How can walkers advocate for access?
Walkers can get involved in advocating for access in many ways, from checking local routes to getting involved in national lobbying. Readers can get involved from home by signing petitions, and writing to your MP (there are plenty of access advocates with templates out there so it’s not as intimidating as it sounds). Becoming part of a membership organisation such as the BHS, The Ramblers or The Open Spaces Society can help to advocate access. Not only will your membership fee help to fund lobbying of the government but being a member will mean they can represent you on important issues without you having to get involved directly. You can also check if your local routes are correctly recorded on the definitive map (the legal record of rights of way) and if there’s anything missing or any discrepancies you can get involved in submitting applications to save routes. If you’re keen to get involved in person you can attend events and even a trespass with the Right to Roam campaign.
When did you first experience the outdoors yourself?
I was very lucky to grow up in the Lake District. My childhood was filled with being dragged up fells and birthday parties spent scrambling through Borrowdale. I’ve always enjoyed walking and horse riding in the Lakes but have recently taken up paddle boarding whilst living in Suffolk and have discovered a whole new love of the outdoors in the last couple of years. Exploring blue spaces I had never explored before has also sparked my love of open water swimming which has been an amazing release of stress.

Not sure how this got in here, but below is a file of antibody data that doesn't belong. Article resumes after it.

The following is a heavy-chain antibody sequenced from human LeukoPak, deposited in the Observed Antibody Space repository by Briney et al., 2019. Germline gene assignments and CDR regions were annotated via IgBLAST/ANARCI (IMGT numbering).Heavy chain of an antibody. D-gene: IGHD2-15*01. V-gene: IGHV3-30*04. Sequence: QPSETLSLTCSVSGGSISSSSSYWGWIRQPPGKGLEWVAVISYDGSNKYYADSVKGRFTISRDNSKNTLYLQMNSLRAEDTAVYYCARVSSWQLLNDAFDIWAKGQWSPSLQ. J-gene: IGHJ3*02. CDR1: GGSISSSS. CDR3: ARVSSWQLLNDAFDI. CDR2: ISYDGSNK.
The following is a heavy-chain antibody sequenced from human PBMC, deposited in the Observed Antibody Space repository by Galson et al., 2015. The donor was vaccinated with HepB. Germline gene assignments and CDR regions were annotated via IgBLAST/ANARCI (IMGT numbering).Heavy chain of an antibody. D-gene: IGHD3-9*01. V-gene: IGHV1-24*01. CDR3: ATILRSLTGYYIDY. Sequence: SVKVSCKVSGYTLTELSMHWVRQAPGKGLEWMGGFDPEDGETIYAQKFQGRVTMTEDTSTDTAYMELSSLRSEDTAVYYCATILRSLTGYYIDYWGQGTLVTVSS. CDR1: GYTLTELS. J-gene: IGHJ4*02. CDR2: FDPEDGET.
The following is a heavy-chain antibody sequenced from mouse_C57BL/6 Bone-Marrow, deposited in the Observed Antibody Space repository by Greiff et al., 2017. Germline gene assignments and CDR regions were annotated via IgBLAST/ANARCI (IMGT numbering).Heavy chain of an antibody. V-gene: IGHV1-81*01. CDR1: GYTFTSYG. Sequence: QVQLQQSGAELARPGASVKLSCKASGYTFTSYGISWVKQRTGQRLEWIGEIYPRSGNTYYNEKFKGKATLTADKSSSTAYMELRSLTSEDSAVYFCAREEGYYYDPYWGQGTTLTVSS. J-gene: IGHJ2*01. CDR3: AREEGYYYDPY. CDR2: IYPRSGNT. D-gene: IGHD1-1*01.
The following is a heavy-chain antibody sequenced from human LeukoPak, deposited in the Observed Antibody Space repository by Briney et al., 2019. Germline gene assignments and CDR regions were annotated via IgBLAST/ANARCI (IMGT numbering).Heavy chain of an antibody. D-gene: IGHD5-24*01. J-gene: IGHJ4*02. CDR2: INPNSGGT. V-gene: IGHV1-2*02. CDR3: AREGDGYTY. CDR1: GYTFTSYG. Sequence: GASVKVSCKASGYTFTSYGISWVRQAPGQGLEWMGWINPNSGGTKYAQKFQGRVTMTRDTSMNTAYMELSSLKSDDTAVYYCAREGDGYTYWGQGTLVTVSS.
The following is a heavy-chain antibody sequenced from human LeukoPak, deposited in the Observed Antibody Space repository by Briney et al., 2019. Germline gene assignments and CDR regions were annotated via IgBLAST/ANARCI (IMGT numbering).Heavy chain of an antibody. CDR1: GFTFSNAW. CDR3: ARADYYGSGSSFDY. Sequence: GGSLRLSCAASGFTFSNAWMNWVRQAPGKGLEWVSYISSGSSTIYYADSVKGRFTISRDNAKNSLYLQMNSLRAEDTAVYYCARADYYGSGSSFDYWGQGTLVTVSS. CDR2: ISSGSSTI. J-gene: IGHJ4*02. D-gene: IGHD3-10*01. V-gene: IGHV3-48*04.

I love pretty much any outdoor activity, as long as it doesn’t include heights! I enjoy carriage driving at Calvert Trust, exploring on horseback, mountain biking, paddle boarding, motorbike adventures, and hill walking. If I had to choose one it would have to be horse riding, there’s no better way to see the outdoors than ‘through the ears’.
Can you tell us a bit about how walking has helped you, personally?
Walking has helped me immensely. Whilst at university in Newcastle I was diagnosed with PTSD, anxiety and depression, I went from being a reasonably active outgoing person to an introverted couch potato, pretty intimidated by going outside. I moved home and slowly started heading out into the hills with my family and this was the point I really began my recovery. The hills were healing for me, they gave me space to process what I was feeling, accept the help I needed and provided the fresh air my lungs so desperately needed. I slowly built up the courage to head out for walks on my own again and then built up to my first solo wild camp in the summer of 2021.
Walking was where I felt most at ease. I found myself enjoying it so much I wanted to share this amazing feeling of everything being lifted off my shoulders by these green spaces and decided to sign up for the Hill and Moorland Leader award training. I found this new challenge a great way to channel my anxiety and meet like-minded people who shared similar experiences and successfully passed my assessment in the summer of 2022. I don’t know where I would be without walking, it was a huge part of my childhood where I developed my sense of belonging in the outdoors, and then helped me rediscover this after a period of dark days in my life.
Walking to well-being really can be done, it has taught me to take time out of the busy bustle of life, to take time for myself, and enjoy the small things. In March last year, I headed out on my first solo long-distance trail along Hadrian’s Wall. It felt quite symbolic to walk from my home county back to the place which had caused me such trauma. This walk really felt like a hike of empowerment, like I was taking control of my mental health issues and found myself finally able to understand why I felt drawn back to Newcastle to close that chapter of my life.
Follow Charlotte’s adventures: @publicrightsofwayexplorer.